And that's not even all that's at stake. The Overton window is shrinking as it is, and academia has adopted a censorious and puritanical orthodoxy. Classes benefit a great deal from the students who care enough to challenge what is presented as de facto truth, but I'm inclined to believe that this will give a basis to silence that behavior. Looking back on my own experiences, would I have felt comfortable speaking out against teachers if I knew I was under surveillance? I'm not so sure. But in most cases, even the teachers themselves often told me that they were happy to have somebody engage them meaningfully. But some weren't so happy, and those are the ones that have a new channel for abuse.

And what about the teachers? Some of the best teachers I had would've been fired for what they taught, or allowed students to do. Allowing controversial class discussions, sometimes among students bordering too young to handle the subject matter. Doing a dangerous chemistry or physics demonstration that bends the rules slightly. A classroom led by a cheeky teacher was often ruined by the superintendent or principal standing in the doorway. Now they're in the doorway 24/7.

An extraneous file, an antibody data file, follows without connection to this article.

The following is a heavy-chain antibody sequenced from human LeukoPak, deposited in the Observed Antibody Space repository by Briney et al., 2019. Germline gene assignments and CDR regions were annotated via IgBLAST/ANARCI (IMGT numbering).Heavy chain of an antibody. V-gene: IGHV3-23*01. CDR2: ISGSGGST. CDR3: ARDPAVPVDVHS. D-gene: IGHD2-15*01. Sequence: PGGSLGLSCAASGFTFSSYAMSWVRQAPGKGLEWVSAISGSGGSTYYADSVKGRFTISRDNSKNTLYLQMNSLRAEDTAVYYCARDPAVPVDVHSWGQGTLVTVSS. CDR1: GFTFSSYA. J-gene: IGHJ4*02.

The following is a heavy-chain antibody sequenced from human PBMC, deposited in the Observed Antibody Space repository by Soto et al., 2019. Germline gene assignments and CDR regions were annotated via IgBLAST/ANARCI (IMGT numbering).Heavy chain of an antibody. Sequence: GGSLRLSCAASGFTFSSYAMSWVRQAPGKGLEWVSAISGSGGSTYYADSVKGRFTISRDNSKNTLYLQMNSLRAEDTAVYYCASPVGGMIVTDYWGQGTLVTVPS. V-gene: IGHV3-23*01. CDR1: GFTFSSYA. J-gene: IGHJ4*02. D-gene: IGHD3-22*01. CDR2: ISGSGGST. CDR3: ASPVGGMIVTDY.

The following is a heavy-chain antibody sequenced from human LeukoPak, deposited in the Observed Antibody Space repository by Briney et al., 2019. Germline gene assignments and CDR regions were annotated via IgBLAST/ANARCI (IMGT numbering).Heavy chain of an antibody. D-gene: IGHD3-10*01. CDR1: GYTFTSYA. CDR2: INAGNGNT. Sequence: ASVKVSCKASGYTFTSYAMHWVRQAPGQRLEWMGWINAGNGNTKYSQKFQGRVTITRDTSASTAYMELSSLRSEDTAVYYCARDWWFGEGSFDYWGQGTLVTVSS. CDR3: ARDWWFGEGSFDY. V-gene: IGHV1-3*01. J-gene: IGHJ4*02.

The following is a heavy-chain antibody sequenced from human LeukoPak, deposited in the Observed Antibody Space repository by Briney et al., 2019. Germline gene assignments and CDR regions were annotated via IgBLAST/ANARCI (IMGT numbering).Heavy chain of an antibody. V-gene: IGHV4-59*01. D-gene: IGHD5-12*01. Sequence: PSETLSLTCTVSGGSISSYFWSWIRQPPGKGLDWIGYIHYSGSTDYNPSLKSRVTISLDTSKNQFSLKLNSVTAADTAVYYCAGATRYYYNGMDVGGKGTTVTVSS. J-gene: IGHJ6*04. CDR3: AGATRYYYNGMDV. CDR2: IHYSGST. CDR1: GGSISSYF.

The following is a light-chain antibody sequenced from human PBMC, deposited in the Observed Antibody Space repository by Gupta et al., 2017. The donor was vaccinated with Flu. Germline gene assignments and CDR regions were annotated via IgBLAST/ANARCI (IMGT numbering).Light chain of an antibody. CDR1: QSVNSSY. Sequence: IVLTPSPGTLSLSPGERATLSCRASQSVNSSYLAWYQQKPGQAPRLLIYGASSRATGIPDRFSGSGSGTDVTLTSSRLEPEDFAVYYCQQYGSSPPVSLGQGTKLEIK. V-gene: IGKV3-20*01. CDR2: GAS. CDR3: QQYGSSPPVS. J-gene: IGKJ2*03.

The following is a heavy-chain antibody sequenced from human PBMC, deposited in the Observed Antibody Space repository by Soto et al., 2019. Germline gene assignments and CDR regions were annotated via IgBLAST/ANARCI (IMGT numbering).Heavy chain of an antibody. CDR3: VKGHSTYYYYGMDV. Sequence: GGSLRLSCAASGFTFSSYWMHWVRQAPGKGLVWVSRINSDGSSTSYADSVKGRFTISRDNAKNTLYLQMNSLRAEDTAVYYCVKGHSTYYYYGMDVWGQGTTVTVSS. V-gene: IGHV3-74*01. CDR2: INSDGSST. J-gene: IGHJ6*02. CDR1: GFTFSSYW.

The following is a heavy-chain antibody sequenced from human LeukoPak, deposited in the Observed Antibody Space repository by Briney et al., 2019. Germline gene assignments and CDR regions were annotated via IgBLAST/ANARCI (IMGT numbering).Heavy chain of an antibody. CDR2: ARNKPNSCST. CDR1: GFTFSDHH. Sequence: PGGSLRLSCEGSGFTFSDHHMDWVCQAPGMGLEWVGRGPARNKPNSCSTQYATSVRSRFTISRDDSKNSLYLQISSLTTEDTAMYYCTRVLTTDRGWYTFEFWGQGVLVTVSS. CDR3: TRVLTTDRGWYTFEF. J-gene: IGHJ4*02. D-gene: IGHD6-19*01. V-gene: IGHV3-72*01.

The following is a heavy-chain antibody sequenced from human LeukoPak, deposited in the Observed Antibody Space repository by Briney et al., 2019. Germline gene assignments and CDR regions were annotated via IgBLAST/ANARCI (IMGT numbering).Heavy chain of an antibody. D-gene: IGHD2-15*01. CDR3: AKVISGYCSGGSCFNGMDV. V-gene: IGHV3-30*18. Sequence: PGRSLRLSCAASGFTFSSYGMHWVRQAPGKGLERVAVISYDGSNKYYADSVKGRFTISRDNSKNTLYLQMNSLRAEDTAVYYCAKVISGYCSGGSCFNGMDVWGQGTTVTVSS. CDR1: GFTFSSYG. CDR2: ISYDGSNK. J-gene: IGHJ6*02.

I agree, it is normalizing surveillance such that the kids grow up expecting there to be camera everywhere and accepting it.


What's wrong with that though?


No one actually watches the video, unless something happens.

And this is an elementary classroom- resolution of petty squabbles means 28 kids don't get to learn while 2 others yell 'he did it first'. They can be beasts to each other at recess.


> No one actually watches the video, unless something happens.

You must do PR for the NSA.


Or a school has fewer resources than the NSA.

And don't think I don't see the potential for abuse, but I see the potential for abuse in basically everything. You have to give organizations the benefit of the doubt the same way you do individuals.


> You have to give organizations the benefit of the doubt the same way you do individuals.

Why? I don't normally like being overly contrarian, but in this case this position is so naive that I just can't think of a good reason to do what you're proposing. Especially in the US (and certain other problematic countries) you really should know better than to trust an organisation with sensitive information.


> No one actually watches the video, unless something happens.

This is not reality. Even with access restrictions in place, people are going to weigh the pros and cons of watching the video to achieve their own ends.

Who might watch it? A supervisor or coworker with a vendetta. A student/teacher obsessed with a student/teacher. A pedophile. A teacher looking to silence a challenging (but not problematic) student. A racist looking to have a particular student removed. A student looking for embarrassing things about other students to post online. etc. etc.


> No one actually watches the video, unless something happens